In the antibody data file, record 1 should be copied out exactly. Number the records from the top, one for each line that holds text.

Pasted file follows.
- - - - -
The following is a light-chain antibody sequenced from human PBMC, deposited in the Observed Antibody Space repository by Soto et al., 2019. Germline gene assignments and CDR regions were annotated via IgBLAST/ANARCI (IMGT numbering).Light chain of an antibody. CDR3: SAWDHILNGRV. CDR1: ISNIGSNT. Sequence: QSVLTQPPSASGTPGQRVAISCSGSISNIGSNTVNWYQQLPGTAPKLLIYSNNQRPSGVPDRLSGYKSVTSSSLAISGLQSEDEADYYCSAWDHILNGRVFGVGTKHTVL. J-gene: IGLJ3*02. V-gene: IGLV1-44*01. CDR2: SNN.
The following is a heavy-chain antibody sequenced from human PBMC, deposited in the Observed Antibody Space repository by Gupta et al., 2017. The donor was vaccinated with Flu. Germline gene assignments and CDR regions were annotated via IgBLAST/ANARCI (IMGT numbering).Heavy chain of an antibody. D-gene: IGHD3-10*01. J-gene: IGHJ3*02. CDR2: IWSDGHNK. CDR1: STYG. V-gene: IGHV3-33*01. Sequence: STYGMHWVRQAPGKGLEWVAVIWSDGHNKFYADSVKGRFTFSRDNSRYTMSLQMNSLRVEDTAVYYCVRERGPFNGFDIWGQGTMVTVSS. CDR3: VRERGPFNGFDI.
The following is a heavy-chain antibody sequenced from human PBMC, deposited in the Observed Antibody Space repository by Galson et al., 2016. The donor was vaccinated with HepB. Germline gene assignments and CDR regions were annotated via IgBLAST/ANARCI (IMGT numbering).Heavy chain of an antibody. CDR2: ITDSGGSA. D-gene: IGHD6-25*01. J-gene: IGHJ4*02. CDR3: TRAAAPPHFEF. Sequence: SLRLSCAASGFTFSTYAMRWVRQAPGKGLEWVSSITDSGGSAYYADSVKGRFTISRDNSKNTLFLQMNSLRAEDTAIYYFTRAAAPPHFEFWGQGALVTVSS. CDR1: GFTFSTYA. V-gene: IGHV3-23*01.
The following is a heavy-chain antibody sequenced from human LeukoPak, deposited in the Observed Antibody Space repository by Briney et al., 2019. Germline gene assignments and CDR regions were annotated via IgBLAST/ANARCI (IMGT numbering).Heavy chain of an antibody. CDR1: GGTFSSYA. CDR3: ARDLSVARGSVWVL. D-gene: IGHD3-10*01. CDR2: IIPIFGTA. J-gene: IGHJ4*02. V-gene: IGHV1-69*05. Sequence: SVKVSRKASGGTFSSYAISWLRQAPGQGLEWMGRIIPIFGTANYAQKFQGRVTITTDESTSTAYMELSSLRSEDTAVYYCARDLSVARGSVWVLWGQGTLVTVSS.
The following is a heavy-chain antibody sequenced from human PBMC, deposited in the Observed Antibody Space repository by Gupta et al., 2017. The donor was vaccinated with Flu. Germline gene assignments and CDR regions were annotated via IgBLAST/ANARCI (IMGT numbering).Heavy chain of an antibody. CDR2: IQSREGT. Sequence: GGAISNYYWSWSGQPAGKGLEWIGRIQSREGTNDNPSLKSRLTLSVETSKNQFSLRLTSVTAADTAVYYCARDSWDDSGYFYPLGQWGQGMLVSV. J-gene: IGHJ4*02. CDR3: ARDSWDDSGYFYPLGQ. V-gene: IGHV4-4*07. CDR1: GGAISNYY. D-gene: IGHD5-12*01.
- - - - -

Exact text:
The following is a light-chain antibody sequenced from human PBMC, deposited in the Observed Antibody Space repository by Soto et al., 2019. Germline gene assignments and CDR regions were annotated via IgBLAST/ANARCI (IMGT numbering).Light chain of an antibody. CDR3: SAWDHILNGRV. CDR1: ISNIGSNT. Sequence: QSVLTQPPSASGTPGQRVAISCSGSISNIGSNTVNWYQQLPGTAPKLLIYSNNQRPSGVPDRLSGYKSVTSSSLAISGLQSEDEADYYCSAWDHILNGRVFGVGTKHTVL. J-gene: IGLJ3*02. V-gene: IGLV1-44*01. CDR2: SNN.